Does Cell-based Have a Seat at the Table?

In an effort to tackle climate change and reduce the food production industry’s carbon footprint, alternative meat products have continued to grow in popularity. But does lab-grown meat really have a seat at the table? Our US team shares insight into regulatory developments and the future of cell-based protein.

Concerns about the climate continue to be a catalyst for product innovation in the food industry, particularly when it comes to protein sources. According to PETA, of all the agricultural land in the US, 80% is used to raise animals for food and grow grain to feed them, and almost half of all the water used goes to raising animals for food1.

“Alternative protein sources, such as those found in plant-based and vegan products, are continuing to be a popular choice for many looking to reduce their impact on the environment, reduce animal cruelty, and benefit from the perceived health benefits of consuming less or no meat at all.

What is Cell-based Meat?

Cell-based meat, otherwise known as “cultured meat”, or “lab-grown” meat, is when an animal cell is extracted from an animal and grown in a lab culture to create a piece of meat. In the six weeks it takes to grow a chicken for slaughter, the cell culture-based process produces the same amount of meat, minus the bones, feathers and other animal waste.

Is Cell-based Meat Available to Buy?

JUST Meat and Memphis Meats are two popular examples of companies growing cell-based meat, but no cell-based product has been released into the mass market.

In 2019, the FDA and USDA-FSIS agreed to establish a joint regulatory framework for human foods made from cultured cells of livestock and poultry, to ensure that any such products being brought to market are safe and truthfully labelled. Under this agreement, the FDA oversees cell collection, cell banks, and cell growth and differentiation. The FDA transitions oversight to the USDA during the harvesting stage of the cell-culturing process.

  • For those animals intended for human consumption and regulated under the Federal Meat Inspection Act (FMIA) (i.e., cattle, sheep, swine, goats, and fish of the order Siluriformes) or the Poultry Products Inspection Act (PPIA)(i.e. chicken, turkeys, duck, geese, guineas, ratites, and squab), USDA-FSIS is then responsible for regulation during processing
  • For foods made from the cultured cells of animals not regulated under the FMIA or PPIA or foods intended for animal consumption, the FDA is responsible for regulation during processing.


The agreement was widely welcomed by the cell-based meat industry, with the framework and shared regulatory effectively subjecting cultured meat to the same regulations as non-cell-based foods.

How Should Products Be Labelled?

Cell-based meat isn’t available for mass consumption yet, and there is no ‘standard’ term used across the industry. Phrases like “cell-based”, “lab-grown”, “cultured” and “clean” are all commonly used terms to describe the same process of extracting cells from animals to culture meat.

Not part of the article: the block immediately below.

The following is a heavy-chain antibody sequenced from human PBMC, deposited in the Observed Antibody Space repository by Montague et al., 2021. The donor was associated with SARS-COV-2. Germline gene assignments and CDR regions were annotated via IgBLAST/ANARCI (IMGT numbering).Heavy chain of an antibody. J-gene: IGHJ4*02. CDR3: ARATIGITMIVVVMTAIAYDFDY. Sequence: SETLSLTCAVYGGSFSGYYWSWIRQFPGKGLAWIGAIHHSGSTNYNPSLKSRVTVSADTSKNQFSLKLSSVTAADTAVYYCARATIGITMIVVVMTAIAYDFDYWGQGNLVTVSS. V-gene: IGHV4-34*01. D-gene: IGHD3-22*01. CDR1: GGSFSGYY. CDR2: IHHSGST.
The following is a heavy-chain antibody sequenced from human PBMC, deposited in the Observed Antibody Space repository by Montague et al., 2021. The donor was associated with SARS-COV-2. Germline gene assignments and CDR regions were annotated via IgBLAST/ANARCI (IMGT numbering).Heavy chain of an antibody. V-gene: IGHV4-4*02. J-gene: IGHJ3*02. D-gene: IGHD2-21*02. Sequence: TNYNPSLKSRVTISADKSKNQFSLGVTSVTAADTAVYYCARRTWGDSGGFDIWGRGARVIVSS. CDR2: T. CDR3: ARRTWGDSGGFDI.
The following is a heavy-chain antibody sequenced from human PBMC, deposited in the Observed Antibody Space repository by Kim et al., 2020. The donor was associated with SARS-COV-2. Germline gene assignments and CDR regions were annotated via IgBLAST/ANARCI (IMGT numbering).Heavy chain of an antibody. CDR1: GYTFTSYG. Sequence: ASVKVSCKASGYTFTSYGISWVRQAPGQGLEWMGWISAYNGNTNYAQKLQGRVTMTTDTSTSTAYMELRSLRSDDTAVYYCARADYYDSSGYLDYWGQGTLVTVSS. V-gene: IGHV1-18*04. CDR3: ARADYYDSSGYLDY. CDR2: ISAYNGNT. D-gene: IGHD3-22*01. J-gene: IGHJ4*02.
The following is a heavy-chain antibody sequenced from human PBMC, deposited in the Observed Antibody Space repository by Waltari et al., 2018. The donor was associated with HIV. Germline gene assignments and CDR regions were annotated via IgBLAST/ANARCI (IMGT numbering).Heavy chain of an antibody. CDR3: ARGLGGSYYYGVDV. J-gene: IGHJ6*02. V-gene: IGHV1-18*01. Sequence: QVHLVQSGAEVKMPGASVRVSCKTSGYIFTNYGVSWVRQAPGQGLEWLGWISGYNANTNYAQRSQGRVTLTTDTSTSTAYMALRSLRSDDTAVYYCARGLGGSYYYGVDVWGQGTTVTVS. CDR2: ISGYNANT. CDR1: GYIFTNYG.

Traditional meat companies argue that the word “meat” should apply only to animal-raised protein. Whatever the future holds for the availability of cell-based meat, like any human food, labels should be accurate and not at all misleading to consumers.

Alternative meat products which are already accepted and available to buy, such as vegan and plant-based, adhere to specific FDA labelling requirements. The Ashbury team can support the entire compliance process for brands in this existing market, or exploring innovative opportunities in cell-based meat.

Is There a Future for Cell-based?

While cell-based meat isn’t available in mass to the public yet, the agreement between the FDA and USDA-FSIS points towards a future that includes cell-based meat in the range of alternative protein products.

With continued concern about the impact of food production on the environment, there will be an ongoing drive by consumers and the industry alike to find less harmful methods of production through product innovations and alternatives. These include insects and meat grown from cell cultures, rather than extracted from animals:

  • Insect Protein | A 2019 essay in The Regulatory Review explores the University of South Carolina School of Law’s Marie Boyd’s argument that FDA should update its regulatory framework to lead the way on insect consumption. She highlights several potential advantages from insect farming such as insect abundance, high nutritional quality, and environmentally friendly production. Boyd asserts that for the public to consume insects at a meaningful level, FDA should consider insects as food under the Federal Food, Drug, and Cosmetic Act and provide regulatory oversight to ensure sanitation and safety.
  • Cell Cultures Vs. Extracted | Meat grown from cell cultures, rather than extracted from animals, is a “novel” food product which may soon be subject to regulatory scrutiny, suggests Amaru Sanchez. Sanchez proposes that while “the unique nature of the products” means there are few examples which could “serve as the baseline for regulatory oversight and risk assessment, the Federal Meat Inspection Act and the Federal Food, Drug, and Cosmetic Act could provide bases for the USDA and FDA to regulate cell-cultured meat.


For more information about FDA labelling requirements or FDA ingredients labelling requirements, please contact a member of the team.

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